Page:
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MBABANE – Is this a historic financial draining project?  The Sicunusa-Nhlangano road will now cost the taxpayer E899.66 million to complete.
Government has not deferred the project but wants to redesign, supervise and construct the 43.5 km-kilometre road, which was incomplete when the contractor, Kukhanya abandoned the site.

Work started in 2014. It has been learnt that the costs for the road have now increased by 48 per cent from its initial budget of E465 990 202.85. Now, the estimated cost is E899 666 000.

It has increased by E433 675 798 – E433.67 million.
The actual expenditure for the project as reflected in the government budget estimates indicates that a sum of E532 701 000 had been spent on the project by March 31, 2019.

However, Auditor General (AG) Timothy Sipho Matsebula’s report for the current financial year gave a conflicting figure.
He said his audit established that government spent E576 101 574.86 on the incomplete project.

Budget estimates from the years from April 1, 2020 to March 31, 2023 indicate that government is expected to have paid E765.66 million by March 31, 2020.
Minister of Finance Neal Rijkenberg said he would respond to our questionnaire at a later stage.
Principal Secretary in the Ministry of Public Works and Transport Khangeziwe Mabuza could only say the project was not continuing per se but they would what was never finished there.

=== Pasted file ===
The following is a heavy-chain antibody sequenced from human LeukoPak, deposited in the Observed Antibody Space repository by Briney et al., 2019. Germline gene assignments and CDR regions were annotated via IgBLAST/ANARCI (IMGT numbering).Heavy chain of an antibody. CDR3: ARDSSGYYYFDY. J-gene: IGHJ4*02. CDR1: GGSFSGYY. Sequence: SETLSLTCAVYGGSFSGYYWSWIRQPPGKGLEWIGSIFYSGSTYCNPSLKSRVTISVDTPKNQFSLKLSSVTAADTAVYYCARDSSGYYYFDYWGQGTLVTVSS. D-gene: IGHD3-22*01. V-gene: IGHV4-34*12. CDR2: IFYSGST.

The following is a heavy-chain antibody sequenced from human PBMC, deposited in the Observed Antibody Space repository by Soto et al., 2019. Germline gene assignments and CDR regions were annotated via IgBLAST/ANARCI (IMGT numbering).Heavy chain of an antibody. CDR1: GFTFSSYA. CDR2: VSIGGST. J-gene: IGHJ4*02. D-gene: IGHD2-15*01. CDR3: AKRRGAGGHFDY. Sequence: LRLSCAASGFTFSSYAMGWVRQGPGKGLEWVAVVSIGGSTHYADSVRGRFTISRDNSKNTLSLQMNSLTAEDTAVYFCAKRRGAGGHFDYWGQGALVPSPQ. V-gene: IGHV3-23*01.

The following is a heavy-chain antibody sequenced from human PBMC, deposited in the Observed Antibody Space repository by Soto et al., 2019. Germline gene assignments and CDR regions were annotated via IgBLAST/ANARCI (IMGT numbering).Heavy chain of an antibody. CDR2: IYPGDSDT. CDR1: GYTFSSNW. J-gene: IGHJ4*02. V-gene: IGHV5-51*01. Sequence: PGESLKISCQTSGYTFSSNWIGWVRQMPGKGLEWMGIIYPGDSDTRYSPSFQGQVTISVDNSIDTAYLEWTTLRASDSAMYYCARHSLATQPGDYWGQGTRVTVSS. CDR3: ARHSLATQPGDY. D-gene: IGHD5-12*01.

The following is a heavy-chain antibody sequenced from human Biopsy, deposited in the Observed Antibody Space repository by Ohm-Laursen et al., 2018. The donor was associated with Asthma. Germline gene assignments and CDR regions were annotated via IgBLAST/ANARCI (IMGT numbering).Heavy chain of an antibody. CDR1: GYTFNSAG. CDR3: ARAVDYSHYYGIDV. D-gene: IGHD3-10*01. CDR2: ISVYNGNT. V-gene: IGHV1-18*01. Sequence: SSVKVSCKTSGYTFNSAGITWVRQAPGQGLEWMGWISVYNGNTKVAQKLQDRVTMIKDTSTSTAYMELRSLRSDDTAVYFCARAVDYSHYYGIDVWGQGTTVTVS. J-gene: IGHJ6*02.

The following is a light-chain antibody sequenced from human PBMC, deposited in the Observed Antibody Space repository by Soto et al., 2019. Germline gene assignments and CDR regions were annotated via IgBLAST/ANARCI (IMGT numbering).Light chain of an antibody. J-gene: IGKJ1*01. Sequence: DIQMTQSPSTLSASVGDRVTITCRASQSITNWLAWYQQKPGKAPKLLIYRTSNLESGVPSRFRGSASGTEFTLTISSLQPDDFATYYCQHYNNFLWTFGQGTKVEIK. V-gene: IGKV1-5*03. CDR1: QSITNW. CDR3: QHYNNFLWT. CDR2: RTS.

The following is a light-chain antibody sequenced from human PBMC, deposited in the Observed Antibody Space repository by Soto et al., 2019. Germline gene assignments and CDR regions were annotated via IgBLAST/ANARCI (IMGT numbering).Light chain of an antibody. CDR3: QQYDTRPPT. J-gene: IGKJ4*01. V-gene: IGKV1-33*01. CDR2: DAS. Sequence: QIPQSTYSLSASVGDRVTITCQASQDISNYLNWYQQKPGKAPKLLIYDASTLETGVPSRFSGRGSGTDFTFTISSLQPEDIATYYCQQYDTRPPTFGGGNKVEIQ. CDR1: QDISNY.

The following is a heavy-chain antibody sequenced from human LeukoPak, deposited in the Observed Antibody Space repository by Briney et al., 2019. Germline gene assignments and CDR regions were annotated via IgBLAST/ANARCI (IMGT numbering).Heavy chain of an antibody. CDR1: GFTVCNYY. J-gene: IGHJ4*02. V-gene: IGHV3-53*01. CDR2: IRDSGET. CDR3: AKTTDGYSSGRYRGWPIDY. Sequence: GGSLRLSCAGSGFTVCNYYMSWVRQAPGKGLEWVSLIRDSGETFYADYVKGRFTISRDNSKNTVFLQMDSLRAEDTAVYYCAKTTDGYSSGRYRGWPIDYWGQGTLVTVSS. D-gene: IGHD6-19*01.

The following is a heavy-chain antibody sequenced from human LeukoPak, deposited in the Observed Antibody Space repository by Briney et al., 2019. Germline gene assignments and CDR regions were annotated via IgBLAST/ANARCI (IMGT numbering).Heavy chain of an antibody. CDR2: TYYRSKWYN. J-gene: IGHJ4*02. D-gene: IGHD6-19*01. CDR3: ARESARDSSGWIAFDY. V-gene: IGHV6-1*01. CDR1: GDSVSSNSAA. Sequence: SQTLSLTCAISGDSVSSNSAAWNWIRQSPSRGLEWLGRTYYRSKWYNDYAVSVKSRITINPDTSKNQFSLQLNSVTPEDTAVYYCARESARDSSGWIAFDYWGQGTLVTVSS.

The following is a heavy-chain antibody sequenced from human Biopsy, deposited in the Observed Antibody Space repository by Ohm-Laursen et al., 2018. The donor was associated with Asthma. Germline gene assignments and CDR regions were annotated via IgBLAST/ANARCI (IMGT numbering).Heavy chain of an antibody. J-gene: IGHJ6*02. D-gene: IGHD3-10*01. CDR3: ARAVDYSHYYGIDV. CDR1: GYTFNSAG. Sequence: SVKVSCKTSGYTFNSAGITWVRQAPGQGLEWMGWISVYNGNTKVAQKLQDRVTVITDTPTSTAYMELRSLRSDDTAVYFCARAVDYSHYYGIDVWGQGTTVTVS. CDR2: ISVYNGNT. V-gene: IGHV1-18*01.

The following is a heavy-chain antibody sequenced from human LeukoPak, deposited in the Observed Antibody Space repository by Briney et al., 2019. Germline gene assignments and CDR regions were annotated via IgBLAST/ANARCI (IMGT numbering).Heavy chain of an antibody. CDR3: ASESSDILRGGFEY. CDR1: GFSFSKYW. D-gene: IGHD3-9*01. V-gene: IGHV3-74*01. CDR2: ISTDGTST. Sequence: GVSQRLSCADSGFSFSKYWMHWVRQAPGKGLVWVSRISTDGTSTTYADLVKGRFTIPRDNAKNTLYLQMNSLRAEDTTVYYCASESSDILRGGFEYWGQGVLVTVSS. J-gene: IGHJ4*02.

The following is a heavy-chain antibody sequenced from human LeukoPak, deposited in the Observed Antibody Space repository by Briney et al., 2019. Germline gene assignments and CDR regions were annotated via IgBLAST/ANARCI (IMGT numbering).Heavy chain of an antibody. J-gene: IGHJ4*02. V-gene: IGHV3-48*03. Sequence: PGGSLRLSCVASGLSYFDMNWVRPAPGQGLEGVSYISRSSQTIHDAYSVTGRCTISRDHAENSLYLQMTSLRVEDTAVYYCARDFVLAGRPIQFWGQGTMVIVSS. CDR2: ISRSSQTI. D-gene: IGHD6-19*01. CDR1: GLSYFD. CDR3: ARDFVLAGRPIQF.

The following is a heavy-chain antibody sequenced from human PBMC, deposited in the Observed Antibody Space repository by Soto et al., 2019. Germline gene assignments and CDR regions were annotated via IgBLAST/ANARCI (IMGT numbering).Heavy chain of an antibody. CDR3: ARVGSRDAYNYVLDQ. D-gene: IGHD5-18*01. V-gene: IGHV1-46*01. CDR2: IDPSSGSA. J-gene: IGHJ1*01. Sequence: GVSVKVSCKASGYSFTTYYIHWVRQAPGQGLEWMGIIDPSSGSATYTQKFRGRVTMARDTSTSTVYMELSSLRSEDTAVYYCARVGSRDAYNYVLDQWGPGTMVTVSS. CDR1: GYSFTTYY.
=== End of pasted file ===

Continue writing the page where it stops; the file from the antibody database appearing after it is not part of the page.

In the current financial year, government set aside E80 million for the project, which would be used to pay the final account of Kukhanya-Gabriel Couto joint venture.

Gabriel Couto pulled out of the project.
Govt given 3 options

Eswatini News reported yesterday that government was given three options for the reconstruction of the road.
First, it was urged to cancel the contract with Kukhanya altogether or allow this contractor to continue with the project in dribs and drabs.

The last option was to adopt the much favoured principle of Public Private Partnership (PPP), which would see another contractor taking over the project.
Minister of Public Works and Transport Chief Ndlaluhlaza Ndwandwe said various options were being considered for the project to continue.

“This is money we were allocated after we said we wanted to continue with the project for this financial year,” said the minister.
Chairman of the Public Accounts Committee (PAC) Phila Buthelezi said government should give clarity on the E80 million but assumed it was budgeted for the settlement of Kukhanya’s account.

However, the MP, who also doubles as the deputy speaker, mentioned that the PAC recommended the contract should be terminated.
Finish project - minister
In his budget speech, Rijkenberg said it was necessary to complete the project.

The minister mentioned that despite challenges faced during the implementation of the project, it, however, remained imperative to complete it.
The Times SUNDAY reported in its last week’s edition that the taxpayer had a huge bill to settle for the construction of this road.
For this road, it turned out that government owed two foreign financial entities a sum of E177.89 million.

This is contained in an audited statement of public external debt for the year ended March 31, 2019.
It is stated in the documents that government owes the Arab Bank of Economic Development in Africa (BADEA) a sum of E100 million (E100 016 191.80) in loans secured for the construction of the road.
EmaSwati also owe the OPEC Fund for International Development (OFID) a sum of E77.87 million for the same project. The exact amount owed is E77 977 059.58.

The BADEA’s loan term of payment, which includes capital and interest, is repayable in 30 constant and equal semi-annual payments that commenced from 2009.
The last instalment shall be paid in 2028.
The OFID loan starts from 2009 to 2034.

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